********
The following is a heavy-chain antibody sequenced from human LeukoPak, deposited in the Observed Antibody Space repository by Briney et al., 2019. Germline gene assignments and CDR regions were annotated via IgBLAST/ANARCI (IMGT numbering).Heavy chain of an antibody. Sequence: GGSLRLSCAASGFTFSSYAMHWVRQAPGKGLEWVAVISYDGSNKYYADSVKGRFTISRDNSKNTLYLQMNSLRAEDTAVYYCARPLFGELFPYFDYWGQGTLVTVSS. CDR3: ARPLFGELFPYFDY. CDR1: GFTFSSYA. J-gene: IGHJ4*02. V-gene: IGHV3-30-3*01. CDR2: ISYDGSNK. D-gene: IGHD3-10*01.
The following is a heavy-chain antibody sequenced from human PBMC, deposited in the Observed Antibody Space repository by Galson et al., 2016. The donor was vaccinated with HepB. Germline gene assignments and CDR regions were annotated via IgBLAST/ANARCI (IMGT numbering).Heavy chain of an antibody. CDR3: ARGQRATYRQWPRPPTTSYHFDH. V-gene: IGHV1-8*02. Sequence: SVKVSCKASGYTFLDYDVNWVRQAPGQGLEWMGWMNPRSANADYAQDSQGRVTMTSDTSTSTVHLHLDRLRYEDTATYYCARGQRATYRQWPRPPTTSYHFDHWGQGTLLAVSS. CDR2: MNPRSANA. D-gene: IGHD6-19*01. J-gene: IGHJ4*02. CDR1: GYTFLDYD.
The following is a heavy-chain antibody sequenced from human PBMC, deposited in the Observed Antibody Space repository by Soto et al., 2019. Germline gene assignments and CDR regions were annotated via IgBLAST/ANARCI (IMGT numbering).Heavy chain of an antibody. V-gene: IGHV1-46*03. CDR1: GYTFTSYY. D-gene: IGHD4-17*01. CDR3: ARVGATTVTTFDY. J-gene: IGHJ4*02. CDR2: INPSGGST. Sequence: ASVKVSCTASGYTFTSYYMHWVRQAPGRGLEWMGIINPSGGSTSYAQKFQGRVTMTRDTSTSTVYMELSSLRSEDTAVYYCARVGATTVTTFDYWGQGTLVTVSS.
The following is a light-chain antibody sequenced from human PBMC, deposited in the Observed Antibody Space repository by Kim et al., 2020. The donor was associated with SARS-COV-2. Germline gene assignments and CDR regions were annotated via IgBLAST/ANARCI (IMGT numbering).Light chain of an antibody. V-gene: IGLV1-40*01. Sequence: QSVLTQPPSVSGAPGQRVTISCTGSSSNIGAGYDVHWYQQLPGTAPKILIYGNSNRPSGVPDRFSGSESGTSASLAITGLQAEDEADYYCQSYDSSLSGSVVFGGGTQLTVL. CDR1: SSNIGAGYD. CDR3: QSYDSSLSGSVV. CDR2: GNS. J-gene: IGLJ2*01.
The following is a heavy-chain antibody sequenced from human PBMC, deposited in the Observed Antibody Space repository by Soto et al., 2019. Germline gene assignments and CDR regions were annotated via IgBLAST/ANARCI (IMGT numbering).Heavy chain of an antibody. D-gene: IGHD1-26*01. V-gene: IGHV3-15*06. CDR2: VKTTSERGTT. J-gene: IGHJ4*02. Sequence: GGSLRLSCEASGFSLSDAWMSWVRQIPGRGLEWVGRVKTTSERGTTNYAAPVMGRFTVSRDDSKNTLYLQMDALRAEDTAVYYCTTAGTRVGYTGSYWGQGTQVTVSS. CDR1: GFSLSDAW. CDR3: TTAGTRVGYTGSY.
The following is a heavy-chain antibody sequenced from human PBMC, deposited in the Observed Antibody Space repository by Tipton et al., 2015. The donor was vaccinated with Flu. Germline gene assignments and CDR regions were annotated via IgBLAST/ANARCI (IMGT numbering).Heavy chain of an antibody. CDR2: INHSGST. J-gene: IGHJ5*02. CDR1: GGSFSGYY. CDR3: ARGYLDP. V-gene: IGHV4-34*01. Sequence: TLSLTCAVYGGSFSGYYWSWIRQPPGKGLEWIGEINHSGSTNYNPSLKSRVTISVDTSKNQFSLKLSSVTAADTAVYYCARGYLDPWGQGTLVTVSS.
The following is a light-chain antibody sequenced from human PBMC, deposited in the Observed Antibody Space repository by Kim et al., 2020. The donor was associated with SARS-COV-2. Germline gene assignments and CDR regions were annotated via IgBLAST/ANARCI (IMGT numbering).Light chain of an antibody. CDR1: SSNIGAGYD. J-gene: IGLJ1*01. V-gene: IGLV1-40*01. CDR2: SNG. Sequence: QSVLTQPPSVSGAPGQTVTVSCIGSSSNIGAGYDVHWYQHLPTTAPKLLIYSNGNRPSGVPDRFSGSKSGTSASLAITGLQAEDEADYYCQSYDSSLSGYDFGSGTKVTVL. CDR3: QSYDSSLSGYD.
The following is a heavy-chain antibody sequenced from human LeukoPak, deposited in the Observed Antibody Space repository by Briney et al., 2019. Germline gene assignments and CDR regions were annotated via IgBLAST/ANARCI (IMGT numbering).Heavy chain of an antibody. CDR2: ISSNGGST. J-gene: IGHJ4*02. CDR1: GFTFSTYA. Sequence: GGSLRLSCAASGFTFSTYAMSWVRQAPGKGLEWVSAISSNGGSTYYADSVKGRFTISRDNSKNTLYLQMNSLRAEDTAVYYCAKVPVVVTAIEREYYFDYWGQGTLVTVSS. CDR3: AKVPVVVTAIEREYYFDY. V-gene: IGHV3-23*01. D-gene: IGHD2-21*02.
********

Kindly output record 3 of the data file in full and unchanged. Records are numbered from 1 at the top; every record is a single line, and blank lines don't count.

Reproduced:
The following is a heavy-chain antibody sequenced from human PBMC, deposited in the Observed Antibody Space repository by Soto et al., 2019. Germline gene assignments and CDR regions were annotated via IgBLAST/ANARCI (IMGT numbering).Heavy chain of an antibody. V-gene: IGHV1-46*03. CDR1: GYTFTSYY. D-gene: IGHD4-17*01. CDR3: ARVGATTVTTFDY. J-gene: IGHJ4*02. CDR2: INPSGGST. Sequence: ASVKVSCTASGYTFTSYYMHWVRQAPGRGLEWMGIINPSGGSTSYAQKFQGRVTMTRDTSTSTVYMELSSLRSEDTAVYYCARVGATTVTTFDYWGQGTLVTVSS.